It's been a busy summer, and with the Mariners and Cubs both sucking, and the Seahawks and Bears not looking too promising, I've lain low. But this entry in Today in Baseball History had to be shared with the Slog Mob:

In 1990 Ken Griffey and Ken Griffey Jr. become the first father and son to play in the same major league lineup. The 40-year old left fielder and his 20-year old offspring both score a run in Mariners' 5-2 victory over the Royals at the Kingdome.

Anyone there that night?

And as long as we're on that site, a couple of other August 31 events that seem worth pondering:

If you always thought these lines in Bull Durham (sorry I cannot find the video) were unrealistic

THE MANAGER'S OFFICE — A tiny cubicle, a desk, phone Larry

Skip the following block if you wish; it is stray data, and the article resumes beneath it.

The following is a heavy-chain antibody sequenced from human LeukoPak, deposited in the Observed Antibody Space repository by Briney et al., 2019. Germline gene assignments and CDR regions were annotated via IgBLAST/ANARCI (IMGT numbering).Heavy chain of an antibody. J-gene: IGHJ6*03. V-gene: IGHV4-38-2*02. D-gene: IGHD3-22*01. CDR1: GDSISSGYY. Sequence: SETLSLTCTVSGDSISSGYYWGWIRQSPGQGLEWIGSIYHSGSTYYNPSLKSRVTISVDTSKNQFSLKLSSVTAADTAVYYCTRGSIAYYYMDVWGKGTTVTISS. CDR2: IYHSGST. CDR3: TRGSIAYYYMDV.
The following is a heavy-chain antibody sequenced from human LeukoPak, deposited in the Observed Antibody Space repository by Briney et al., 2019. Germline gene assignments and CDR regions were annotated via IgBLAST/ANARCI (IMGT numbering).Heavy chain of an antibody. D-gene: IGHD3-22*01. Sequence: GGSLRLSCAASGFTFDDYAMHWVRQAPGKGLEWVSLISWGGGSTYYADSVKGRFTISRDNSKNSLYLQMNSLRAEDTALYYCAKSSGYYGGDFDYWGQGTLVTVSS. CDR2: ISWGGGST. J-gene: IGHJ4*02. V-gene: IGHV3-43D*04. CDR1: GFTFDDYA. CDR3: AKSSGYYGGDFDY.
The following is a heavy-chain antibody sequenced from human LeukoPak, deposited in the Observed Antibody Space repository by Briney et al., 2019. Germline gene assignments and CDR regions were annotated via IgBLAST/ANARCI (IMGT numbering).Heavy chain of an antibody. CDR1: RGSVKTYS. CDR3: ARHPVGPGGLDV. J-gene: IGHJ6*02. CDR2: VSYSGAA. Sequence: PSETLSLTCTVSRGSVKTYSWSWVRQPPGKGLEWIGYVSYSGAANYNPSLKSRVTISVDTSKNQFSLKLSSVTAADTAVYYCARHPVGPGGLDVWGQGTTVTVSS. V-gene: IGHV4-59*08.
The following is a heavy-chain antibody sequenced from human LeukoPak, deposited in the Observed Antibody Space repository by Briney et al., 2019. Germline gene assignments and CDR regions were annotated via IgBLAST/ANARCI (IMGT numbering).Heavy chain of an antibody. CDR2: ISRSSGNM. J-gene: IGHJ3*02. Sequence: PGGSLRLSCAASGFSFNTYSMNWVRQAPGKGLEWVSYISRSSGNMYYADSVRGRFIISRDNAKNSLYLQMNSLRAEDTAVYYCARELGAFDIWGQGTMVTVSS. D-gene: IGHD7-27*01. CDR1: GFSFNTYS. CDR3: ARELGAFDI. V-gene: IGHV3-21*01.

joins him with the pitching charts. Skip studies the charts.

He walked eighteen?!

It's a league record.

Struck out eighteen...

League record.
And he hit the Radio Announcer, a
Sportswriter, and the Bull Mascot
twice—also league records—
Joe, the guy's got some serious

Well, in 1957

Minor league fireballer Steve Dalkowski strikes out 24 Bluefield Dodgers, but wildness (18 walks, four hit batters and six wild pitches) costs the New Britain, Connecticut native the game as Kingsport loses in Appalachian League action, 9-8.

(By the by, any fan of Bull Durham ought to read the script; some things that got cut are very interesting, and make the movie much darker and more complex.)

And on this date in 2001, the guy whose name Ron Shelton stole for his main character, Crash Davis, died. Synchronicity is a bitch.